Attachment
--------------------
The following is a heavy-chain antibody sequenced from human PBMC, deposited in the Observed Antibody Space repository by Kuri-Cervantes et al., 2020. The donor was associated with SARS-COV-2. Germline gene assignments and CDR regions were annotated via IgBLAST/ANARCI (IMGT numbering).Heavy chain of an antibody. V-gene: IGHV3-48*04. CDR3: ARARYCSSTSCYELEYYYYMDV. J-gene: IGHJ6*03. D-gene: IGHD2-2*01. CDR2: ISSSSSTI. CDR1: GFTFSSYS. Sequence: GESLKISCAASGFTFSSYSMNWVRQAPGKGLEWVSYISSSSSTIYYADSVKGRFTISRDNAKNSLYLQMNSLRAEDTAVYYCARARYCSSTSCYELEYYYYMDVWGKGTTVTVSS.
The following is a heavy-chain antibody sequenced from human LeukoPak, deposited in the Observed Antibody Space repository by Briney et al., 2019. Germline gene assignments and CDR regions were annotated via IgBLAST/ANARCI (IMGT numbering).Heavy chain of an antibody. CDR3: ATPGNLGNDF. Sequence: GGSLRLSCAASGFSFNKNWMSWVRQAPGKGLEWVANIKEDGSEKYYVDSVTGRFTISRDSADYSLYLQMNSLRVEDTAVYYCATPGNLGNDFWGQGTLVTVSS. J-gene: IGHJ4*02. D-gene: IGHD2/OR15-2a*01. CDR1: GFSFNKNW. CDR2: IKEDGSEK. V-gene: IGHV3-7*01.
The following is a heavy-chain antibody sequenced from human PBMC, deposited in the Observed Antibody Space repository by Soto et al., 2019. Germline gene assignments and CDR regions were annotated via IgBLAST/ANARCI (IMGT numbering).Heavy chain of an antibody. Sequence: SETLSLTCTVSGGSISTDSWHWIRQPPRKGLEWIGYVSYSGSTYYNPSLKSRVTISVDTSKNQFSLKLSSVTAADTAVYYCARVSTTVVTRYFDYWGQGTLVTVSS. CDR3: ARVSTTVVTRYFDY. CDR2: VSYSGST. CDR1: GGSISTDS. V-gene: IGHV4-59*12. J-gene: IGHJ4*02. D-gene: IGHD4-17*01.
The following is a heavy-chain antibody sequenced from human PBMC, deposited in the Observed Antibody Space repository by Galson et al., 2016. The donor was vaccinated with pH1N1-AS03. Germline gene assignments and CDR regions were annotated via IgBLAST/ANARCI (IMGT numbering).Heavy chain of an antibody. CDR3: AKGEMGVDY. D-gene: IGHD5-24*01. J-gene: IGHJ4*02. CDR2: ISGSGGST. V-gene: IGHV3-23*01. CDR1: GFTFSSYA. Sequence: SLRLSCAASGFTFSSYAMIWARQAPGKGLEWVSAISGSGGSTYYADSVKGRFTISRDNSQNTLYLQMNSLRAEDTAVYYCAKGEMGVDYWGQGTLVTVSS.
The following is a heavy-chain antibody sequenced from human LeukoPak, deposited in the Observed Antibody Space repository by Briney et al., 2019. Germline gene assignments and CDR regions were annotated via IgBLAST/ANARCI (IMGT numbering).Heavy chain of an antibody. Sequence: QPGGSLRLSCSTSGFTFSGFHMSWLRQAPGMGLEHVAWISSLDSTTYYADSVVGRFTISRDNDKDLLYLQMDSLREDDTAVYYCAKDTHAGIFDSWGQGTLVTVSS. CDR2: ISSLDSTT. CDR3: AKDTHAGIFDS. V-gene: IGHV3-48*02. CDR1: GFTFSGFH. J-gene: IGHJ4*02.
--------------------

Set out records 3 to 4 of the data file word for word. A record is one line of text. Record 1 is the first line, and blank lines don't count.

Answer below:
The following is a heavy-chain antibody sequenced from human PBMC, deposited in the Observed Antibody Space repository by Soto et al., 2019. Germline gene assignments and CDR regions were annotated via IgBLAST/ANARCI (IMGT numbering).Heavy chain of an antibody. Sequence: SETLSLTCTVSGGSISTDSWHWIRQPPRKGLEWIGYVSYSGSTYYNPSLKSRVTISVDTSKNQFSLKLSSVTAADTAVYYCARVSTTVVTRYFDYWGQGTLVTVSS. CDR3: ARVSTTVVTRYFDY. CDR2: VSYSGST. CDR1: GGSISTDS. V-gene: IGHV4-59*12. J-gene: IGHJ4*02. D-gene: IGHD4-17*01.
The following is a heavy-chain antibody sequenced from human PBMC, deposited in the Observed Antibody Space repository by Galson et al., 2016. The donor was vaccinated with pH1N1-AS03. Germline gene assignments and CDR regions were annotated via IgBLAST/ANARCI (IMGT numbering).Heavy chain of an antibody. CDR3: AKGEMGVDY. D-gene: IGHD5-24*01. J-gene: IGHJ4*02. CDR2: ISGSGGST. V-gene: IGHV3-23*01. CDR1: GFTFSSYA. Sequence: SLRLSCAASGFTFSSYAMIWARQAPGKGLEWVSAISGSGGSTYYADSVKGRFTISRDNSQNTLYLQMNSLRAEDTAVYYCAKGEMGVDYWGQGTLVTVSS.